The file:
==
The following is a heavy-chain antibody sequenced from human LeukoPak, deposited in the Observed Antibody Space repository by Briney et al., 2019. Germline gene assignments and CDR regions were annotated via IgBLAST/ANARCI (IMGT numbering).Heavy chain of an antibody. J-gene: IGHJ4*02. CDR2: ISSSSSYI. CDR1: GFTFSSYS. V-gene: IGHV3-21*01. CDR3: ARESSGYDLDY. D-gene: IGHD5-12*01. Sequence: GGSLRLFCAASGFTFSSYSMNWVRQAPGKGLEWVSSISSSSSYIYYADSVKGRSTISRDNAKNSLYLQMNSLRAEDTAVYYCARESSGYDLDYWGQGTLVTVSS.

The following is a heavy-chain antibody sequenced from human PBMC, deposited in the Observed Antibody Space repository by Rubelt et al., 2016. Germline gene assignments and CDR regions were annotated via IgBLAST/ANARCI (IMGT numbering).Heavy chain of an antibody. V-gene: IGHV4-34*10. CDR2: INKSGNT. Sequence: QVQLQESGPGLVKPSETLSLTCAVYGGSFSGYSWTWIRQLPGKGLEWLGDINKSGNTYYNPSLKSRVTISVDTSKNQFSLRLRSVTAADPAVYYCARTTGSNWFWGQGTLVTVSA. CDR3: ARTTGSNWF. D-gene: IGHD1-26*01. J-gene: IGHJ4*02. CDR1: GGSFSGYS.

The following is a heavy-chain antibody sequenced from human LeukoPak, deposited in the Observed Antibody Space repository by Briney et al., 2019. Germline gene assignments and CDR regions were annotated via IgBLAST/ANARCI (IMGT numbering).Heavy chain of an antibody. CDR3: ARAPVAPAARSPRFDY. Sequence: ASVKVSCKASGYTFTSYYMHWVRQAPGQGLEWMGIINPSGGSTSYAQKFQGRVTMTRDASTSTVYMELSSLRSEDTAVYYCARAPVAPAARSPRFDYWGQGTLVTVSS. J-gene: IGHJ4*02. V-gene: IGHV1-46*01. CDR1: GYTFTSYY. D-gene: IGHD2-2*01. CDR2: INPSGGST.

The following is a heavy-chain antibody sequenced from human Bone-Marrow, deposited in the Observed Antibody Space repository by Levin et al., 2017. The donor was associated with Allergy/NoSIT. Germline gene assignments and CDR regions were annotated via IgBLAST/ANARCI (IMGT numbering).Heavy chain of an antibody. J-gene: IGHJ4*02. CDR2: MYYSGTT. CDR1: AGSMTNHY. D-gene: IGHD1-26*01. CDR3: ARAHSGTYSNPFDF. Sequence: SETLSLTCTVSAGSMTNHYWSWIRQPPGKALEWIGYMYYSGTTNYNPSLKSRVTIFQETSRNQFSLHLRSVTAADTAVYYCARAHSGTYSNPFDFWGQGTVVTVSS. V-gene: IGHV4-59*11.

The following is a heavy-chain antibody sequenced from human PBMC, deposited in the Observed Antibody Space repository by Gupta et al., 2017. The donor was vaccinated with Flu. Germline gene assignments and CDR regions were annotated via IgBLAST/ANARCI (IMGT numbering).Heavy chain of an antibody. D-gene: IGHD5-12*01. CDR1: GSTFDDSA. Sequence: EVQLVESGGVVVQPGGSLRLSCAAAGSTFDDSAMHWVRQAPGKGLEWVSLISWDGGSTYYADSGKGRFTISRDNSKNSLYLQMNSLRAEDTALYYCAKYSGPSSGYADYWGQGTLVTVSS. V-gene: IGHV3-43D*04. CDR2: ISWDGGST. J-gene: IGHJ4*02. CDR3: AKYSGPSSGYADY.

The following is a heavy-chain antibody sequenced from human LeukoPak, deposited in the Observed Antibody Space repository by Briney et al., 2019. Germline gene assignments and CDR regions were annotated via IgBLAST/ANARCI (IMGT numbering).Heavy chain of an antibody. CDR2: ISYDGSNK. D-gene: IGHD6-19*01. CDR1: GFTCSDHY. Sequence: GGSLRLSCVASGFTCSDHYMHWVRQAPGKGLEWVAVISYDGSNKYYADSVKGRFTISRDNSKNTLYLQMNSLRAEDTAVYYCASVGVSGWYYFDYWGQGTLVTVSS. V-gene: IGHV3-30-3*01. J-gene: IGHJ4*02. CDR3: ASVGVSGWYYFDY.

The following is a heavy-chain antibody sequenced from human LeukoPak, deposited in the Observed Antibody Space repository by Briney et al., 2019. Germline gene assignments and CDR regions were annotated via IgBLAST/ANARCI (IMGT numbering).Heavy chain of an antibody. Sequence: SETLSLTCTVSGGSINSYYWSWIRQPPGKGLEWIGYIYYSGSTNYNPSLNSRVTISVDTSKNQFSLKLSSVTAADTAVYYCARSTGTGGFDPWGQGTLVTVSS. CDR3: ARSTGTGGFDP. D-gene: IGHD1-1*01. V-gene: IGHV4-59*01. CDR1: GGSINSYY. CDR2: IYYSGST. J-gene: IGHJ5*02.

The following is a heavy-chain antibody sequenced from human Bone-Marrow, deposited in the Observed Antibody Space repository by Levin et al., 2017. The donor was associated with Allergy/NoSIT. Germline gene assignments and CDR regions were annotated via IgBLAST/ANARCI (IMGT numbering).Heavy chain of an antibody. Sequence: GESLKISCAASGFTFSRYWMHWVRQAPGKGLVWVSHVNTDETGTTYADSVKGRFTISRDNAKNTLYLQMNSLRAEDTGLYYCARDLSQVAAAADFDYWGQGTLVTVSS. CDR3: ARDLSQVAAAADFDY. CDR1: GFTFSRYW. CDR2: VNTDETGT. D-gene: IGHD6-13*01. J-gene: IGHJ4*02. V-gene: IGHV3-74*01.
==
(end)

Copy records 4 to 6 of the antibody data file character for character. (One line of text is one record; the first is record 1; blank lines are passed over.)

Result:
The following is a heavy-chain antibody sequenced from human Bone-Marrow, deposited in the Observed Antibody Space repository by Levin et al., 2017. The donor was associated with Allergy/NoSIT. Germline gene assignments and CDR regions were annotated via IgBLAST/ANARCI (IMGT numbering).Heavy chain of an antibody. J-gene: IGHJ4*02. CDR2: MYYSGTT. CDR1: AGSMTNHY. D-gene: IGHD1-26*01. CDR3: ARAHSGTYSNPFDF. Sequence: SETLSLTCTVSAGSMTNHYWSWIRQPPGKALEWIGYMYYSGTTNYNPSLKSRVTIFQETSRNQFSLHLRSVTAADTAVYYCARAHSGTYSNPFDFWGQGTVVTVSS. V-gene: IGHV4-59*11.

The following is a heavy-chain antibody sequenced from human PBMC, deposited in the Observed Antibody Space repository by Gupta et al., 2017. The donor was vaccinated with Flu. Germline gene assignments and CDR regions were annotated via IgBLAST/ANARCI (IMGT numbering).Heavy chain of an antibody. D-gene: IGHD5-12*01. CDR1: GSTFDDSA. Sequence: EVQLVESGGVVVQPGGSLRLSCAAAGSTFDDSAMHWVRQAPGKGLEWVSLISWDGGSTYYADSGKGRFTISRDNSKNSLYLQMNSLRAEDTALYYCAKYSGPSSGYADYWGQGTLVTVSS. V-gene: IGHV3-43D*04. CDR2: ISWDGGST. J-gene: IGHJ4*02. CDR3: AKYSGPSSGYADY.

The following is a heavy-chain antibody sequenced from human LeukoPak, deposited in the Observed Antibody Space repository by Briney et al., 2019. Germline gene assignments and CDR regions were annotated via IgBLAST/ANARCI (IMGT numbering).Heavy chain of an antibody. CDR2: ISYDGSNK. D-gene: IGHD6-19*01. CDR1: GFTCSDHY. Sequence: GGSLRLSCVASGFTCSDHYMHWVRQAPGKGLEWVAVISYDGSNKYYADSVKGRFTISRDNSKNTLYLQMNSLRAEDTAVYYCASVGVSGWYYFDYWGQGTLVTVSS. V-gene: IGHV3-30-3*01. J-gene: IGHJ4*02. CDR3: ASVGVSGWYYFDY.